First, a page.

Keenan considers Auburn Hills’ footing drain disconnect program a public participation public outreach project with practical benefit. He says disconnecting these footing drains from the sanitary sewer system prevents the essentially clean water drained from residential foundations from overburdening the local wastewater treatment facility. Keenan says the program has been so successful that it is now being modeled by other municipalities in the region. “Every city is trying to tighten up, to keep clean water out of the treatment system during heavy rain.”
A Gentle Approach
To deal with the detection and elimination of illicit discharges and connections, Keenan says, “We have a crew that goes out with a form to look at the catch basins to determine how full they are or if there’s any maintenance needed. They also take notice of any signs of illicit discharge.” In one area of the city near a number of auto repair facilities, he says, crews once reported spotting a jumble of discarded car parts near a storm drain inlet. “It was impossible to determine who the guilty party was. So I went to each of the garages. There were about five in the area. I didn’t accuse anyone. I just let them know that this is what we found, and I said, “˜We just wanted to make sure you have a good program to take care of your wastes correctly.'” Through this gentle approach, Keenan says, he got the needed cooperation, adding, “Since that visit, there have been no further problems of that type.”
Keenan believes, however, that many illicit discharges can be headed off before they occur. One program he says helps facilitate this has been the household hazardous waste day. The public is informed of the designated day to put out items such as used car batteries and other hazardous waste that might otherwise be disposed of improperly. He says the city contracts with a service provider to collect this hazardous waste from residences and arrange for proper disposal.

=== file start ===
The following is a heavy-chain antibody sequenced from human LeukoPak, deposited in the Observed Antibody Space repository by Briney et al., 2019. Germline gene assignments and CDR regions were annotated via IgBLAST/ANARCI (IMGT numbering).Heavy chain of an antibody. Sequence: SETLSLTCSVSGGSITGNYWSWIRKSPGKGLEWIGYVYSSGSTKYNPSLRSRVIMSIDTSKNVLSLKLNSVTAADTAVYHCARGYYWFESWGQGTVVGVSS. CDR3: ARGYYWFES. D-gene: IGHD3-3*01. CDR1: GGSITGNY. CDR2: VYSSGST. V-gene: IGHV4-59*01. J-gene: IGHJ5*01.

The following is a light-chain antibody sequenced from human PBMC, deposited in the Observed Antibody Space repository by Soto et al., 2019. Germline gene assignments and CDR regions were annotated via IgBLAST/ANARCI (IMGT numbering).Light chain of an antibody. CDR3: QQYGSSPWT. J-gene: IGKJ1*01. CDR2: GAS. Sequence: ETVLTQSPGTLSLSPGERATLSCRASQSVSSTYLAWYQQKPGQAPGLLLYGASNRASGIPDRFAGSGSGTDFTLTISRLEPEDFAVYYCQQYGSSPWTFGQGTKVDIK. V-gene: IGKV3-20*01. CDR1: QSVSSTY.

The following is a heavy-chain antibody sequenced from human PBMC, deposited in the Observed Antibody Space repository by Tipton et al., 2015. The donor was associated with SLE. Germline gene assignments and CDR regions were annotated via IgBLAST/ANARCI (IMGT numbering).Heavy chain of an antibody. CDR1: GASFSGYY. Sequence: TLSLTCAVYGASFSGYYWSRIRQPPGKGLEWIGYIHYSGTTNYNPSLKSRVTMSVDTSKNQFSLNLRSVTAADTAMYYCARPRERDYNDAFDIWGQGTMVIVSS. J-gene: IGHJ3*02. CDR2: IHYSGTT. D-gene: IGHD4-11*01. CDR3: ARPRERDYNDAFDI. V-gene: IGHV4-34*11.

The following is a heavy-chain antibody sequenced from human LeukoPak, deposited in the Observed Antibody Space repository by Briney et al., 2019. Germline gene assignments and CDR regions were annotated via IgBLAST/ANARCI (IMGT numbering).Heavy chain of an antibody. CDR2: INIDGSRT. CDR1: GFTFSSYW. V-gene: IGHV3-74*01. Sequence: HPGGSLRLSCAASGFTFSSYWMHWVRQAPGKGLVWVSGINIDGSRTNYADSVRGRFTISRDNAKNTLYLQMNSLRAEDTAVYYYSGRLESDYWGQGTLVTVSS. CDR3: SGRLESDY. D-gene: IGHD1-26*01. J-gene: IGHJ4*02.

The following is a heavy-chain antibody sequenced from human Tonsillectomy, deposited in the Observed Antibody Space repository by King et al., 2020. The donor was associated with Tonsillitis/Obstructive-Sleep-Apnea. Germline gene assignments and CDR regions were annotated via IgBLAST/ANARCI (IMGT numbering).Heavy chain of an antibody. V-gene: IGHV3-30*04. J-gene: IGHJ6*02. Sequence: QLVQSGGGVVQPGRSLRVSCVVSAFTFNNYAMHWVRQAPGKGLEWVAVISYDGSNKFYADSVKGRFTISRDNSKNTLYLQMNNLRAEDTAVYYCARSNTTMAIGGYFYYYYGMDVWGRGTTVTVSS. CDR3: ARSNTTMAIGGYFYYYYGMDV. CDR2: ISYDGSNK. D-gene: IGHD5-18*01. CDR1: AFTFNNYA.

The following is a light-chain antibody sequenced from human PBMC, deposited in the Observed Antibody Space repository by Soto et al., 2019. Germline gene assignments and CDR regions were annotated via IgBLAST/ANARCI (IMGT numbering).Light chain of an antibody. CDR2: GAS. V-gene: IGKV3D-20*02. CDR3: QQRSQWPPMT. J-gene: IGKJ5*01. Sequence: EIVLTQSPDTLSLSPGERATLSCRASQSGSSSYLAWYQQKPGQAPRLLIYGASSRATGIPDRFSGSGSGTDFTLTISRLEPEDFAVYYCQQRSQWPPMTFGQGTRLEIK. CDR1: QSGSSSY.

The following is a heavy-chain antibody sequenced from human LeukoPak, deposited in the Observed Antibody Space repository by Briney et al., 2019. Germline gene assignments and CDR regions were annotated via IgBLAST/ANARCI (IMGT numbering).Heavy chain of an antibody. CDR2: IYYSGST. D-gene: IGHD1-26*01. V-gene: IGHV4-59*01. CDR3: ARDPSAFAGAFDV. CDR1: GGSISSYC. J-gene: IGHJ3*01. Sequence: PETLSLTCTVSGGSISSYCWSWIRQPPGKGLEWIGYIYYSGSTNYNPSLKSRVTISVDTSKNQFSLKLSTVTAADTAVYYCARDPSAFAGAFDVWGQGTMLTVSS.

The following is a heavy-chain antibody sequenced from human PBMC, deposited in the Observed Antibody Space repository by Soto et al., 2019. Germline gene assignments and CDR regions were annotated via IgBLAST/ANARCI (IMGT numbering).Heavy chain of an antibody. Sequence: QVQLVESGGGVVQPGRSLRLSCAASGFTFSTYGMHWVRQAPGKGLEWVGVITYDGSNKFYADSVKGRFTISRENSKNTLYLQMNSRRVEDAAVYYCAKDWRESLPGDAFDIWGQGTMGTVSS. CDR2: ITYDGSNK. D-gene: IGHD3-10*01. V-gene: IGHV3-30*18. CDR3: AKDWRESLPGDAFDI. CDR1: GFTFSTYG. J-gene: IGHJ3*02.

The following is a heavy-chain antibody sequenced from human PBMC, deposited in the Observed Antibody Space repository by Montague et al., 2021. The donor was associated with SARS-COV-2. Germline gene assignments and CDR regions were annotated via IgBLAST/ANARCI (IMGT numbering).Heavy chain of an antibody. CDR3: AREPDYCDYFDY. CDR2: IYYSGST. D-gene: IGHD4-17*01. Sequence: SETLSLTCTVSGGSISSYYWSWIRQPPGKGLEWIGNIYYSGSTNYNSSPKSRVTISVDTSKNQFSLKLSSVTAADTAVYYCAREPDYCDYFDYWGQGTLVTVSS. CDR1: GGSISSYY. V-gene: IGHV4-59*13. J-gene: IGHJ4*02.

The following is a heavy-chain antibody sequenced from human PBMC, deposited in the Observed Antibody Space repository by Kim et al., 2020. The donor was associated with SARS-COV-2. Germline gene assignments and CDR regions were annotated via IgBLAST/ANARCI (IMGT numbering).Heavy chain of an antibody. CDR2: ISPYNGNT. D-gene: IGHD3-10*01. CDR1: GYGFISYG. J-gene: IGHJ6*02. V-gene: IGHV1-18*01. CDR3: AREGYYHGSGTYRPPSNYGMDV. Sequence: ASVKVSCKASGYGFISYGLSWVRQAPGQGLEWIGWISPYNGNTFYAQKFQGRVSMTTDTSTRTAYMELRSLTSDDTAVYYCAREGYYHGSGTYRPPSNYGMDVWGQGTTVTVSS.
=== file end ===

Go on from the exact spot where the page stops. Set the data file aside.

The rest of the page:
Keenan says he made a connection between stormwater management and planning. “We have to look at different techniques that can be used in development. In our section, we get a lot of flashiness, which is typical of urban environments. We wanted to educate the development community here on the techniques to reduce impervious cover and increase infiltration. However,” he says, “it’s not enough just to educate developers in Auburn Hills.” He says Auburn Hills decided to join in partnership with five neighboring cities and the Southeast Michigan Council of Governments to put on a training workshop. They brought in consultants with expertise in low-impact development to discuss techniques for postconstruction stormwater management. The first workshop was held in the fall of 2003, and 168 people attended. “We had private developers, engineers, and public officials,” Keenan says.
For one exercise, workshop participants broke up into teams for a charrette to come up with plans for a hypothetical site. “Each team had to include at least one developer, one architect, and one public official. We gave them the constraints and said, “˜Using what you learned today, fill in the rest.’ The idea was to let each of the stakeholders see how the others approached the same issues.”
Another session tackled what Keenan terms the myth of clay soils. It recommended an approach to development that takes into account the various soil types on the site from the earliest stages of planning. He says this exercise demonstrated that, contrary to widely held perceptions, by using multiple best management practices (BMPs) and situating structures to accommodate the differing soil types and topographical features of the site, it is possible to get adequate drainage in clay soils.